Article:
In 2019,  WTC/Ironman Foundation contributed back to area nonprofits and organizations with approximately $80,000, according to event organizers. 

The sheer amount of athletes and people in Coeur d'Alene means crowd control also needs help, so anyone interested in signing up can find available spots on the Ironman website. They can also email Haustein at  imcoeurdalene@ironmanvolunteers.com.

With a race that lasts for hours, there are different time slots and even days leading up to the race that can be volunteered.

Road closures

The Ironman takes over the entire town of Coeur d'Alene. There are expected to be closures the weekend of the event. The closures for 2021 have not been posted by the city yet. During the last Ironman in 2017 here is what the closures looked like: 

Sherman Avenue was closed before the race. It went from 1st Street to Second Street. It was closed from Saturday morning to Sunday evening.

On the day of the race, there were a number of road segments that were closed. They were closed from 7:30 a.m. to 3:40 p.m. 

Here are the streets:

  • E. Lakeshore Drive 11th Street to 15th Street
  • Front Street 2nd Street to 5th Street
  • 15th Street E. Lakeshore Drive to Ash Street
  • Ash Street 15th Street to 14th Street
  • 14th Street Ash Street and Lost Avenue
  • Lost Avenue 14th Street to 17th Street
  • Young Avenue 8th Street to 9th Street
  • 17th Street Lost Avenue to Young Avenue
  • Young Avenue 17th Street to 19th Street
  • 19th Street Young Avenue to Mullan Avenue

There were also a number of congested roadways in the area. The stretch of US Highway 95 used for the bike race was impacted. The roadway remained open but traffic was delayed due to flaggers on Mission Base Road.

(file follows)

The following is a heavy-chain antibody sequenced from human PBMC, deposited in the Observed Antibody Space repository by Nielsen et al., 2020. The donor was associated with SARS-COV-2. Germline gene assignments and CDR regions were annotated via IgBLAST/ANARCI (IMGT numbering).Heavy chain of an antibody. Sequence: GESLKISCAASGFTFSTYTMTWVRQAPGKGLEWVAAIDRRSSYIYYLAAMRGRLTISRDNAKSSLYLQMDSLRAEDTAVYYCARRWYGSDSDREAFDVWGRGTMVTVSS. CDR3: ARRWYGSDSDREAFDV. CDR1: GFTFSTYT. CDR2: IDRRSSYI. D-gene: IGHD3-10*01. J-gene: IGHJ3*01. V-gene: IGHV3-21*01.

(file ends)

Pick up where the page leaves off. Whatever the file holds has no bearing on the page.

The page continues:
Speed limits on US95 were reduced to 45mph during race hours and parking on the shoulder was prohibited. There were also wide lane restrictions in place.  

Here is a photo of the restrictions from 2017 courtesy of the CDA police department. 

Credit: CDA Police Department

COVID-19 Protocols

There have not been COVID-19 restrictions in Kootenai County for most of 2021. The Ironman will have a check-in screening. This is how the screen is described in the athlete guide.

1. Based on the updated guidance from the Centers for Disease Control and Prevention (CDC) and in line with local health guidance from the city of Coeur d’Alene, Idaho Health Department, fully vaccinated athletes, volunteers, vendors, media and staff will no longer be required to wear face coverings around IRONMAN venues. One exception to this is medical volunteers, who will still be required to wear a face-covering in IRONMAN event medical tents. 

2. Athletes need to have Active QR Codes and Photo ID ready to begin the screening process. 

3. Be prepared to follow physical distance markings. 

4. Athlete Check-In is for ATHLETES ONLY, no friends or family

Economic impact

According to event organizers, in years past Ironman races that had over 3,000 participants enjoyed an estimated economic impact of between $7 and $8 million in new dollars.

When contracts for the 2021 full Ironman were being figured out by the city, KREM2 looked into how much the event costs the city. 

In earlier contracts, it specified the CDA Chamber of Commerce had to pay a $55,000 sponsorship fee in order to host the full Ironman. In the new contract, it was proposed to raise to $65,000.

The World Triathlon Corporation (WTC), which owns Ironman races, would get accommodation from the city in the contract. As part of the agreement, the city had to also shoulder other financial responsibilities including repairing potholes on the racecourse and coordinate law enforcement and traffic control. The city and the chamber had to also help promote the event. 

It was WTC’s responsibility to plan and conduct the race and provide certain race equipment and supplies. For a full race, the company would donate $50,000 to one or more local nonprofits.  

RELATED: How much full Ironman triathlon costs Coeur d'Alene